In case you’ve been living under a very large, dark rock, you’ll know that Chinese tech is poised to take on the world – trade war or no. And while western headlines are dominated by Tencent and Alibaba’s divide-and-conquer control of China’s tech landscape, beneath the behemoths are a crush of billion dollar-valued firms, on course to make successful switches outside their massive home market. Most are in China’s massive capital city, Beijing. Some are simple facsimiles; others cutting-edge. Whatever the bent, you’ll be hearing about these lesser-spotted unicorns a lot more in the coming months.
Tujia is a Chinese Airbnb rival that has gone big in a bid to shake off its American competitor. The firm won a $300m investment round in October, led by Ctrip and All-Stars Investment, which it’s using to increase its influence outside China and offer an alternative for those seeking affordable vacation rentals.
Tujia already covers 345 destinations in China, and claims over 650,000 listings. Its boardroom has been busy too, buying out smaller brands like Mayi.com and Qunar Homestay Business. China’s vacation rental industry is valued at $1.44bn right now, and is growing sharply alongside the country’s rising middle class. With a global market worth almost a hundred times that, little wonder Tujia is getting aggressive for a bigger piece of the pie.
How many $30bn-valued companies have you never heard of? Enter Meituan-Dianping, a firm standing up to the e-commerce might of Tencent and Alibaba. Founded in 2010 the company, which is like a combination of Yelp, Groupon and Uber Eats, has added movie tickets, wedding photography and a whole host of other add-ons to its arsenal, prompting some to call it China’s next super-app.
Sequoia Capital is just one of the many top-line VCs to have taken interest in Meituan, resulting in a mammoth valuation that, while eye-opening, should come as no shock: China has 1.25bn mobile users and experts agree that the best way to shake the Tencent-Alibaba hold on their custom is to diversify, and grow – fast.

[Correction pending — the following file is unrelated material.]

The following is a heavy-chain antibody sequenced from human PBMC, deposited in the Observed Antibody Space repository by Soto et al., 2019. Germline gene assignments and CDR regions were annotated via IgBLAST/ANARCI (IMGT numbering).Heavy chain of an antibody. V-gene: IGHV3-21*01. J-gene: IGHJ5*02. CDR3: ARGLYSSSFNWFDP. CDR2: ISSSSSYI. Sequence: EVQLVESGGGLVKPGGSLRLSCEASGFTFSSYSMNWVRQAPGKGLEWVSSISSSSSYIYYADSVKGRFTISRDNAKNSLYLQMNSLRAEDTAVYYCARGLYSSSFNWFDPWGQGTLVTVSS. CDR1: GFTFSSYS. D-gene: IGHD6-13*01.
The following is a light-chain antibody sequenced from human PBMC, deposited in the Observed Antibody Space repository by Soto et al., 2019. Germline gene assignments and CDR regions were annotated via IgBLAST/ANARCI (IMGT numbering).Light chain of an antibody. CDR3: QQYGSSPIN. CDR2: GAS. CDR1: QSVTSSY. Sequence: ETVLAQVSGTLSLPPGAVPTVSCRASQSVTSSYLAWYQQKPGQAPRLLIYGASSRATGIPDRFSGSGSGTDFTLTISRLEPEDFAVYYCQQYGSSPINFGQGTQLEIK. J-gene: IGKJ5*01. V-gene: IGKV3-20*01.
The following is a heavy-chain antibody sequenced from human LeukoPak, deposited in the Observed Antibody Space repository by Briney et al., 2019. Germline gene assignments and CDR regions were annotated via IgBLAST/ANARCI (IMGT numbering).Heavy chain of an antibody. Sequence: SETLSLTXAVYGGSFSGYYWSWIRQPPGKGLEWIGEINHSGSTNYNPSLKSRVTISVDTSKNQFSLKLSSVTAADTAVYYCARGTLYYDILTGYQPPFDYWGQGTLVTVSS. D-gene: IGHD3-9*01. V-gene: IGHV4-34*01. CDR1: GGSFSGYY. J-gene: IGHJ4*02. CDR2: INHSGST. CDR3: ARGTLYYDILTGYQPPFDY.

China’s AI startups are taking more and more dystopian steps to provide the world with watertight face-recognition technology, among other creepy advances. Among them, SenseTime is undoubtedly king – and may hold the title globally, too. This May the company closed a $620m follow-on funding round, making it the highest-valued AI firm on earth. Among its 700-plus customers is Honda, for whom SenseTime is developing cutting-edge detection software.
Another client in the Chinese government, which should worry anybody with a passing interest in privacy and human rights. But money talks. And with SenseTime expanding rapidly on home turf, its C-suite has expressed a desire to make inroads abroad.
To call NIO China’s Tesla is to do it a huge disservice. Founded only in 2014 the electric automaker is ploughing new ground in autonomous driving technology – and wants to go public in the US. Its supercar EP9, created at breakneck speed, has broken numerous records in the EV and non-EV production car world. A seven-passenger SUV, the ES8, debuted last December. Next year NIO will release the five-passenger ES6, and already has 6,000 employees.
That is fast – even for tech. Little wonder SoftBank are looking to pour money into the company, despite its accounts being questionable: the ES8 has brought NIO just $7m in revenue thus far. Still, there are thousands of deposits on its upcoming vehicle. And with plans to push into Tesla’s home turf, expect a lot more news about NIO in late 2018 and beyond.